It should be fun, and it'll be my first experience with a baby so close. I did after all spend three weeks there, and I was the first other person to feel the baby's kick. No wonder I've become 'Uncle David'. I'll also get to see the 'grandma', a very friendly 'auntie' who I got to know well last summer while in 'retreat'. So it'll be a reunion and first meeting in one.
And best of all, I'm going by train...through all those countries, places! Ticket ready, lugguage more or less packed...ready to roll through Europe!
Just love travelling~ : P
UPDATE! 12 juni 2006
It's a bit stupid...but I got to the station and found out my train to Brussels was cancelled at the last minute! : ( So I decided to come home again, and just found out there's another possibility to travel today, but that means I'll arrive in Strasbourg close to eleven tonight.
Agh! Just when you think things are going smoothly...
Bush’s defence of marriage
No Adam and Steve, no Eve and Jane if Bush has his way! He wants to amend the US Constitution in such a way that marriage is strictly between a man and woman
Looks like the Canadians have the Americans by years on this one!
The Dutch embassy in Berlin has put on an orange glow at night to welcome the FIFA World Cup.
Google IS evil!
Founder of Google admits that cooperating with China was ‘evil’.
Poles come out of the ‘Eastern Bloc’
Perhaps it’s the years of Communist rule, or the fact that
No news on Sunday
Just browsing the web, and I came across something I totally didn’t expect. On the Reformatorisch Dagblad (Reformist Daily) website, this message was displayed:
Today is Sunday. We dedicate this day especially to the service of God. We view Sunday as a day of rest, a mission of God and a gift, to which we should be grateful […]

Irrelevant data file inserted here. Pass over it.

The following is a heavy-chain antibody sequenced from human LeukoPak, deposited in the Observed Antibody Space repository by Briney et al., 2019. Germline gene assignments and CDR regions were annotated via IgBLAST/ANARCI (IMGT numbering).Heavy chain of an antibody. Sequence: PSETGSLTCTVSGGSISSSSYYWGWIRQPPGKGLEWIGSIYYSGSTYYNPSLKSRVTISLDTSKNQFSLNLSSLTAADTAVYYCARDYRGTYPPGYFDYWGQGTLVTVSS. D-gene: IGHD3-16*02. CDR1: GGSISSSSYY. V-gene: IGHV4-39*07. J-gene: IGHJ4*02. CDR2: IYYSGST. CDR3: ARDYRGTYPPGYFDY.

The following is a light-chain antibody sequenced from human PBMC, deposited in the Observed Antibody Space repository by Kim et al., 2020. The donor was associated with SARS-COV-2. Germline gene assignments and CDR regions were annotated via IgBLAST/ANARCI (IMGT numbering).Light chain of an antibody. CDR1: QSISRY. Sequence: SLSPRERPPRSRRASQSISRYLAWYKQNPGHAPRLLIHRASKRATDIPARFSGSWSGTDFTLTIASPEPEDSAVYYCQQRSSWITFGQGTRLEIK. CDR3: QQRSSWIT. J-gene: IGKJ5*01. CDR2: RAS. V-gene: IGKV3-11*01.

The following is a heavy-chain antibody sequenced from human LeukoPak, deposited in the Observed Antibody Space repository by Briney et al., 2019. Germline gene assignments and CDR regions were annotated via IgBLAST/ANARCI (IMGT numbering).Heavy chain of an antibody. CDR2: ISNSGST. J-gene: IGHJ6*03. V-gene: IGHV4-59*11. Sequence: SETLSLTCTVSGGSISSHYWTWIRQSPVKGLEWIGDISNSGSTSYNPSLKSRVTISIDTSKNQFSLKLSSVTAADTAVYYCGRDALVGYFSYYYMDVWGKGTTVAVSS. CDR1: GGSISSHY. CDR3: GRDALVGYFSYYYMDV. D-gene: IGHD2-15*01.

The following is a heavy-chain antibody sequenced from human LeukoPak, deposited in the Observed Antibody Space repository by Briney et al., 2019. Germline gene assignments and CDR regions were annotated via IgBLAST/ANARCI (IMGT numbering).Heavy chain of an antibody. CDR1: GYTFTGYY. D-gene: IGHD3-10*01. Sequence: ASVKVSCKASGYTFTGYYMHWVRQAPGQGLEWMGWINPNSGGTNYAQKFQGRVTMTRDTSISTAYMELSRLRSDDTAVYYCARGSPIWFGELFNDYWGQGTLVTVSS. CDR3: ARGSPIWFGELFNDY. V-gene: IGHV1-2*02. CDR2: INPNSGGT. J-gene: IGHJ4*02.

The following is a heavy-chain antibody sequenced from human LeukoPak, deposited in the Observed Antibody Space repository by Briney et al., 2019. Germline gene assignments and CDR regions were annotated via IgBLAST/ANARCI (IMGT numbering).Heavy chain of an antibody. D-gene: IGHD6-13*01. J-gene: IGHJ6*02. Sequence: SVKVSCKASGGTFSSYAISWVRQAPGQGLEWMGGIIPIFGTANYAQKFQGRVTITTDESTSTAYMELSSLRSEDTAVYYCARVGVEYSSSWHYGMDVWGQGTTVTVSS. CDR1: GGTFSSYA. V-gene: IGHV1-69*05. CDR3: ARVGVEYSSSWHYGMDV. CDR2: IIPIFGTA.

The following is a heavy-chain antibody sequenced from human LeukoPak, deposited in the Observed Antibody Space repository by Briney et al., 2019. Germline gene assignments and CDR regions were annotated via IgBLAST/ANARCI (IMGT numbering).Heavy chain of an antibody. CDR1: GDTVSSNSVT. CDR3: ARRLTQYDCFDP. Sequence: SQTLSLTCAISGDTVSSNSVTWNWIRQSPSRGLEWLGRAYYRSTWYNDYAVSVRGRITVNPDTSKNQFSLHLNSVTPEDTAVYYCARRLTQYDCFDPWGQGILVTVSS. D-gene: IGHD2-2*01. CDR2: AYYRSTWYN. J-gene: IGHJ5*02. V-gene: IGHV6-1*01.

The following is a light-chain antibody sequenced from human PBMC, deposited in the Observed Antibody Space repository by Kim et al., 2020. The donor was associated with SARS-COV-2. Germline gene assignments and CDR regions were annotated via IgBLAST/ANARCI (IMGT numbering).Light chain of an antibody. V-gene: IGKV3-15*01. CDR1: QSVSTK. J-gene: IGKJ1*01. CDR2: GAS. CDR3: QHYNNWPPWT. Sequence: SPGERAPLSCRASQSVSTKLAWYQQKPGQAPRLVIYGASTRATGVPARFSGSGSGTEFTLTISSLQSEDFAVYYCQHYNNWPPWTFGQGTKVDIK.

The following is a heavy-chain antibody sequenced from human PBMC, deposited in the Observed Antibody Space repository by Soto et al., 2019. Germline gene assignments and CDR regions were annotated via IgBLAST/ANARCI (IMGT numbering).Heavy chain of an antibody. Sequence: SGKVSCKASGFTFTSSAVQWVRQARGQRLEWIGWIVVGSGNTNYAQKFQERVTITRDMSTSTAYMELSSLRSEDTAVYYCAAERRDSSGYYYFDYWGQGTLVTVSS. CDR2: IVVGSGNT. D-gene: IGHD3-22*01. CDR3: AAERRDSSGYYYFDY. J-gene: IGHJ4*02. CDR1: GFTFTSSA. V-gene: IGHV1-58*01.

Does news stand still on Sunday? No, not that—we live in a time in which the difference between Sundays and workdays unfortunately is becoming smaller.
I never knew even church-run websites rest on Sabbath.
Now I do.
No need to swear
Or take the Lord's name in vain! The League against Blasphemy and Swearing has in the past period successfully put up posters in public places to remind people it is not nice to swear, and the virtues of positive speech.
Orangification is always simmering, but in a momentous event like the FIFA World Cup, it explodes! Whole streets have orange banners, flags, posters and other orangified merchandise on display. Windows of some households let you take a peek of how orangified the family has become (when the cat has been dyed orange, that says something…). And in stores all sorts of commercials, give-aways and souvenirs are on offer. Packaging of foodstuff and drinks have been orangified and football-ised to latch onto this great commercial wind-fall. Beer, chips, bread, yoghurt…hats, cups, underwear, scarves, fast-food meals…whatever you can think of that can be sold has taken on a coat of orange.
Shows with how much passion the Netherlanders love their country.
Here are some shops you can indulge in orange-fever.
The Heineken website has an excellent interactive page where you can follow ‘Dutch spies’ trying to infiltrate the German nation. One of their secret weapons is a hat which looks like a traditional German ‘Ganzehut’, but it stretches to become a loudspeaker.
Met een Wuppie, Wuppie, Wuppie /
Pakken wij dat
With a wuppie, wuppie, wuppie
We take the
I even got my very own Wuppie when I went foodshopping yesterday, look!
I wonder why mine is not orange…
My very own Wuppie
enough space and food for everyone
mingling in peace
Eygptian Nile-geese on the run!
Perhaps they thought I was from the Immigration Service or the far right...
This is NOT what should be happening.
Goose-kind should not be chased away or frightened away because of their 'down-colour' or because they 'just look different'. They are as 'goose' as can 'goose can be!